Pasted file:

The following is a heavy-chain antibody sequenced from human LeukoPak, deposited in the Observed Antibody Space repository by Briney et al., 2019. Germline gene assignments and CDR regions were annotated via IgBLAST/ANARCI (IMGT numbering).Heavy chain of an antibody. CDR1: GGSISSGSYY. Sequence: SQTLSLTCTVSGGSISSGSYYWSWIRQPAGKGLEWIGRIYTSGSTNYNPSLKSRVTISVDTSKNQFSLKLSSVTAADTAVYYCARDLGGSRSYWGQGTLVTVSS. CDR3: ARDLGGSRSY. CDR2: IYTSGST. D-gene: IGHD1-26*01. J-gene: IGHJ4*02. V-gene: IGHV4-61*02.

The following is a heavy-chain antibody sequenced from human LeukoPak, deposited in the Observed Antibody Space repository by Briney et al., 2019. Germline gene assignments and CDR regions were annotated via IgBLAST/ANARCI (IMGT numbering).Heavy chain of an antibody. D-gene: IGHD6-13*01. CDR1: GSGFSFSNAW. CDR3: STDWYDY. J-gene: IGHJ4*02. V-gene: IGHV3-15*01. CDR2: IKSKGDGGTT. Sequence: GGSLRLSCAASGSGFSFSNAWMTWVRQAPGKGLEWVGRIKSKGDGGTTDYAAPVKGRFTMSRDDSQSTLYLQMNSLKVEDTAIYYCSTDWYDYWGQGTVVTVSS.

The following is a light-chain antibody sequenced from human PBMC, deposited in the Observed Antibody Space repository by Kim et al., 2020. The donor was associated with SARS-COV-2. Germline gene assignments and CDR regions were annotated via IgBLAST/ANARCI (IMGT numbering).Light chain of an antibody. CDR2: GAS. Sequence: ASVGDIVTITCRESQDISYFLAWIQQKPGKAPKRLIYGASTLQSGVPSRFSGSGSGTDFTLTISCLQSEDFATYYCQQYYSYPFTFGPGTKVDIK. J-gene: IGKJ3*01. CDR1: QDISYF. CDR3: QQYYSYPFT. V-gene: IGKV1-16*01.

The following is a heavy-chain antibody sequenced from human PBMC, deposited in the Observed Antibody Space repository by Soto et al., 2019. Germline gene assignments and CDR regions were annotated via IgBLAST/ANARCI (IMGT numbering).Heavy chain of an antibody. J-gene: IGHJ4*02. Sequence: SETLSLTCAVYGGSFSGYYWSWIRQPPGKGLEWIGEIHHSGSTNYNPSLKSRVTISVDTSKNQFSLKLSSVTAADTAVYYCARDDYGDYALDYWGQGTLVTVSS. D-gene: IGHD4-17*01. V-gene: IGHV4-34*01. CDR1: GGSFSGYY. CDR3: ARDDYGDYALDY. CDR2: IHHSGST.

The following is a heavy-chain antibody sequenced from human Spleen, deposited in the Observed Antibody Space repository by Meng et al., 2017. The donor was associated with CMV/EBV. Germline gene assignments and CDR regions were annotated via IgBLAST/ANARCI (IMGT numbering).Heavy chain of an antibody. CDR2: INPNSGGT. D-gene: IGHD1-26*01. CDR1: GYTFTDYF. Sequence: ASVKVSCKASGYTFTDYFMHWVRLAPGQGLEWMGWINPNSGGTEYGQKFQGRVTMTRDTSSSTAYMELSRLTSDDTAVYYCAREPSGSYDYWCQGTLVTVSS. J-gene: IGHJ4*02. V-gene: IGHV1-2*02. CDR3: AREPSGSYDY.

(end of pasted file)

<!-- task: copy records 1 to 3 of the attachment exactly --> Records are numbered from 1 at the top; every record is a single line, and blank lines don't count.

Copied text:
The following is a heavy-chain antibody sequenced from human LeukoPak, deposited in the Observed Antibody Space repository by Briney et al., 2019. Germline gene assignments and CDR regions were annotated via IgBLAST/ANARCI (IMGT numbering).Heavy chain of an antibody. CDR1: GGSISSGSYY. Sequence: SQTLSLTCTVSGGSISSGSYYWSWIRQPAGKGLEWIGRIYTSGSTNYNPSLKSRVTISVDTSKNQFSLKLSSVTAADTAVYYCARDLGGSRSYWGQGTLVTVSS. CDR3: ARDLGGSRSY. CDR2: IYTSGST. D-gene: IGHD1-26*01. J-gene: IGHJ4*02. V-gene: IGHV4-61*02.

The following is a heavy-chain antibody sequenced from human LeukoPak, deposited in the Observed Antibody Space repository by Briney et al., 2019. Germline gene assignments and CDR regions were annotated via IgBLAST/ANARCI (IMGT numbering).Heavy chain of an antibody. D-gene: IGHD6-13*01. CDR1: GSGFSFSNAW. CDR3: STDWYDY. J-gene: IGHJ4*02. V-gene: IGHV3-15*01. CDR2: IKSKGDGGTT. Sequence: GGSLRLSCAASGSGFSFSNAWMTWVRQAPGKGLEWVGRIKSKGDGGTTDYAAPVKGRFTMSRDDSQSTLYLQMNSLKVEDTAIYYCSTDWYDYWGQGTVVTVSS.

The following is a light-chain antibody sequenced from human PBMC, deposited in the Observed Antibody Space repository by Kim et al., 2020. The donor was associated with SARS-COV-2. Germline gene assignments and CDR regions were annotated via IgBLAST/ANARCI (IMGT numbering).Light chain of an antibody. CDR2: GAS. Sequence: ASVGDIVTITCRESQDISYFLAWIQQKPGKAPKRLIYGASTLQSGVPSRFSGSGSGTDFTLTISCLQSEDFATYYCQQYYSYPFTFGPGTKVDIK. J-gene: IGKJ3*01. CDR1: QDISYF. CDR3: QQYYSYPFT. V-gene: IGKV1-16*01.